CNBC has a daily feature called after-hours buzz that, it being earnings season, is full of corporate quarterly reports. And lately the same story has been repeated: decent earnings but weak sales and/or disappointing guidance. Here’s today’s list:
AT&T topped analysts’ profit estimates by a penny on Wednesday, but revenue came in light as core subscribers declined. Shares rose about 2 percent after the announcement.
EBay shares increased after it handed in earnings and sales figures that beat estimates, boosted by transaction growth and corporate cost control.
Social media giant Facebook reported profit that topped estimates, but revenue missed. However, the company said its monthly user base is now larger than China’s population. The stock tumbled about 3 percent.
Chip maker Qualcomm beat on the top and bottom lines, but guidance came in light of analyst estimates. Shares fell about 2 percent in extended trading.
Texas Instruments shares fell nearly 8 percent after it missed earnings and revenue forecasts. It also reported second-quarter guidance that trailed estimates.
Why is this pattern important? Because earnings are easy to manipulate through share buybacks, write-offs and reserve changes, while sales are tougher to lie about. So if revenue is the important number, the portrait of corporate health now being painted is pretty bleak. Earnings can’t continue to grow indefinitely if sales are falling, and sales are weak for what seems like the majority of reporting companies.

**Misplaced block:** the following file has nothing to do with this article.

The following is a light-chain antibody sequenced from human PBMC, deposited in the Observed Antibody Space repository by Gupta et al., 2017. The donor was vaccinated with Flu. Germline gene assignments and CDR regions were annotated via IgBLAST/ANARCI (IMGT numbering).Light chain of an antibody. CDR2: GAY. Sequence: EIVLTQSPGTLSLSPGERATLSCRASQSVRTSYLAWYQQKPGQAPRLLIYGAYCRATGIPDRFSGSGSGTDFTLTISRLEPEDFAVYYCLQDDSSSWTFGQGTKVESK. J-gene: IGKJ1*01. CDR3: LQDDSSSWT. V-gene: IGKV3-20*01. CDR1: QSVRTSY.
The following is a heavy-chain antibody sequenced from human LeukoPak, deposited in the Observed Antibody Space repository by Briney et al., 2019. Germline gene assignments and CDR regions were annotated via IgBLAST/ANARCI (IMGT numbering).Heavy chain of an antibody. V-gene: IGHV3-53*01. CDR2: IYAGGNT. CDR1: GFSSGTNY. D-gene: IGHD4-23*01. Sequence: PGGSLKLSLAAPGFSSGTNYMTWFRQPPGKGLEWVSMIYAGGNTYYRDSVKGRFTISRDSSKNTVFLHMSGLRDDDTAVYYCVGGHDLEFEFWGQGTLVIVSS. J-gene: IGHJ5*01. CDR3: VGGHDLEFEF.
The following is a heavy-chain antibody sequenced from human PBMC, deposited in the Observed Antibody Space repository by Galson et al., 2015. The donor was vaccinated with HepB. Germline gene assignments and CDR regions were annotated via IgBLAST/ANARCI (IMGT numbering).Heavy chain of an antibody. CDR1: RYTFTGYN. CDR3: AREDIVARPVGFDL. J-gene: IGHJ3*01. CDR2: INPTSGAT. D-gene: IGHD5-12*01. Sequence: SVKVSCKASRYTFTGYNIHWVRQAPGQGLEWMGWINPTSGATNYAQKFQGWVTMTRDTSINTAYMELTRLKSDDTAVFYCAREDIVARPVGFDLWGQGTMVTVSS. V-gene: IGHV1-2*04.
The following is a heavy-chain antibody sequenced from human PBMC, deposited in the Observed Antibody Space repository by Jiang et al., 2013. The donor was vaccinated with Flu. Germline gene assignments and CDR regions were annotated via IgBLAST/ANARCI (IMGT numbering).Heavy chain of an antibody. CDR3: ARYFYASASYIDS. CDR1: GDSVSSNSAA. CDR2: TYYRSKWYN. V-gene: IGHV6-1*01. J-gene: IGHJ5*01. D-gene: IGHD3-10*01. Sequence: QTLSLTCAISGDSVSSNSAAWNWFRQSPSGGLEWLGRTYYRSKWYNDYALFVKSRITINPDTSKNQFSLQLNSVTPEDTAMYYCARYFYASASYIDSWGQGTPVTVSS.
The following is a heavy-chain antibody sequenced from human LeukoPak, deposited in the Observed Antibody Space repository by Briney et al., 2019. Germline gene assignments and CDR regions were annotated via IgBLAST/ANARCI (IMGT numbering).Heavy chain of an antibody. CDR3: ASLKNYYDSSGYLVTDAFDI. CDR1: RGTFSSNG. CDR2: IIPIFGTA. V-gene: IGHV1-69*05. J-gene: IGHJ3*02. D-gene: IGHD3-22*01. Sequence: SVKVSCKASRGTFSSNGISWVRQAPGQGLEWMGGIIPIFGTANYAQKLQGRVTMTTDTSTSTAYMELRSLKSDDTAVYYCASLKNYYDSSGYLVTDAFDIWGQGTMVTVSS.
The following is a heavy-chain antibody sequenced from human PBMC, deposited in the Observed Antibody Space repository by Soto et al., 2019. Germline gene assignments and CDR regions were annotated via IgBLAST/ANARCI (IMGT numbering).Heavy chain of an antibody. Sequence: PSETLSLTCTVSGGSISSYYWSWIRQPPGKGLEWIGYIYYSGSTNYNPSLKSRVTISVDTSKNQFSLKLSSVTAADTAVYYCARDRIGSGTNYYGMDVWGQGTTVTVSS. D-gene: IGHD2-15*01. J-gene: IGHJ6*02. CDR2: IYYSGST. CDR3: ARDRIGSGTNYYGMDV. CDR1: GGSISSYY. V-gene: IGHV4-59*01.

Share prices, of course, depend (again in the long run) on underlying profits. So if sales growth doesn’t support rising earnings, then earnings won’t support rising — or even stable — share prices. This has yet to sink in with investors, for a variety of reasons. But eventually the math will become inescapable.
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DollarCollapse.com is managed by John Rubino, co-author, with GoldMoney’s James Turk, of The Collapse of the Dollar and How to Profit From It (Doubleday, 2007), and author of Clean Money: Picking Winners in the Green-Tech Boom (Wiley, 2008), How to Profit from the Coming Real Estate Bust (Rodale, 2003) and Main Street, Not Wall Street (Morrow, 1998). After earning a Finance MBA from New York University, he spent the 1980s on Wall Street, as a Eurodollar trader, equity analyst and junk bond analyst. During the 1990s he was a featured columnist with TheStreet.com and a frequent contributor to Individual Investor, Online Investor, and Consumers Digest, among many other publications. He currently writes for CFA Magazine.